Within three days of the incident, when Merabishvili next appeared at the city court in Tbilisi, he described what had happened to him. Immediately, the Prime Minister, Minister of Prisons and Chief Public Prosecutor all denied that the events happened at all and rejected out of hand calls for an investigation.

However, in a judgment published on 14th June the European Court of Human Rights described Merabishvili’s account as ‘particularly credible and convincing’ Read the rest of this entry…

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Turkey’s Derogation from the ECHR – What to Expect?

Published on July 27, 2016        Author: 

In the aftermath of the failed 15 July coup, Turkey’s government declared a state of emergency and subsequently on 21 July notified the Council of Europe that it “may” derogate from the European Convention on Human Rights (ECHR).  So far there is no information of a possible notification to the United Nations concerning derogations from the International Covenant on Civil and Political Rights (ICCPR).

Turkey’s ECHR formal notification was preceded by widely reported expectations, fuelled also by a Council of Europe press release, that it was going to “suspend” the ECHR (presumably as a whole) and, interestingly, followed by a 25 July communication to the Council of Europe (see below) that appears to downplay the severity of the derogations.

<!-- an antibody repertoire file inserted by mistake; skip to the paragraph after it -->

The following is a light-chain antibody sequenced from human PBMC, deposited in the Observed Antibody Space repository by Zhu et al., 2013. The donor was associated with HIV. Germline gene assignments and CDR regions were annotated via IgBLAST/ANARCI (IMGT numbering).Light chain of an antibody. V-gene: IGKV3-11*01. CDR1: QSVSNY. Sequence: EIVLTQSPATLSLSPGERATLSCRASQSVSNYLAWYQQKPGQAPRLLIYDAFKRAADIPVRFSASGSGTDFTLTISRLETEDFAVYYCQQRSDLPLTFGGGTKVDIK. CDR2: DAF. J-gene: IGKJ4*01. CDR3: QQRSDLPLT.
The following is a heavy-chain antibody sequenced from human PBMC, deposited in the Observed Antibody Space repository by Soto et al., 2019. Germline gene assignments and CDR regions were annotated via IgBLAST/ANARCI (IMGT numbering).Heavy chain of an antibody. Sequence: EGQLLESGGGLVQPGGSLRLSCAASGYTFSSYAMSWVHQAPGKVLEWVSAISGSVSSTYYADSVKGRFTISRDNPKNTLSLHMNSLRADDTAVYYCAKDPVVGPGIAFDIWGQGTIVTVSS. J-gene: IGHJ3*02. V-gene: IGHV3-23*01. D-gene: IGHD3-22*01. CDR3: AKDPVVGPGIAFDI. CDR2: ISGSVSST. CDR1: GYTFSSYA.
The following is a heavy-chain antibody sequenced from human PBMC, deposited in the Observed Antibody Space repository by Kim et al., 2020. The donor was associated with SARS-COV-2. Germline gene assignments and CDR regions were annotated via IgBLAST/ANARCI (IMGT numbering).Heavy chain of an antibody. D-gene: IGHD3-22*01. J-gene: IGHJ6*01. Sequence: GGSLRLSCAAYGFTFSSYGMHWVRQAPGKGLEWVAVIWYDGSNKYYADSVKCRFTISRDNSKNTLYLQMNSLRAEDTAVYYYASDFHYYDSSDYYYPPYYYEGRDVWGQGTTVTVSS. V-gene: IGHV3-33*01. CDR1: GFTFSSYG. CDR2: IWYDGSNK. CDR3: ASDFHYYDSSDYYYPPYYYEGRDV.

Derogations from some but not all human rights are permissible under ECHR Article 15 and, similarly, under ICCPR Article 4 when a state is faced with a public emergency that threatens the life of the nation and officially proclaims a state of emergency. A failed military coup would prima facie qualify as serious enough a situation that can be addressed through declaring a state of emergency in the process of restoring normalcy.

Basing myself on the assumption that Turkey’s decision to derogate from some of the ECHR rights as such is to be assessed as permissible, I will below address the constraints that a country is facing under human rights law when lawfully derogating. Read the rest of this entry…

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Grand Chamber Judgment in Al-Dulimi v. Switzerland

Published on June 23, 2016        Author: 

This week the Grand Chamber of the European Court of Human Rights delivered a major judgment in Al-Dulimi and Montana Managment Inc. v. Switzerland, no. 5809/08. This is the latest in a long and complex line of cases dealing with the negative human rights impact of sanctions mandated by the UN Security Council, raising inter alia the legal effects of the supremacy clause in Article 103 of the UN Charter. For background, see these two earlier posts on the Al-Jedda and Nada cases, and Anne Peters’ excellent post on the Chamber judgment in Al-Dulimi.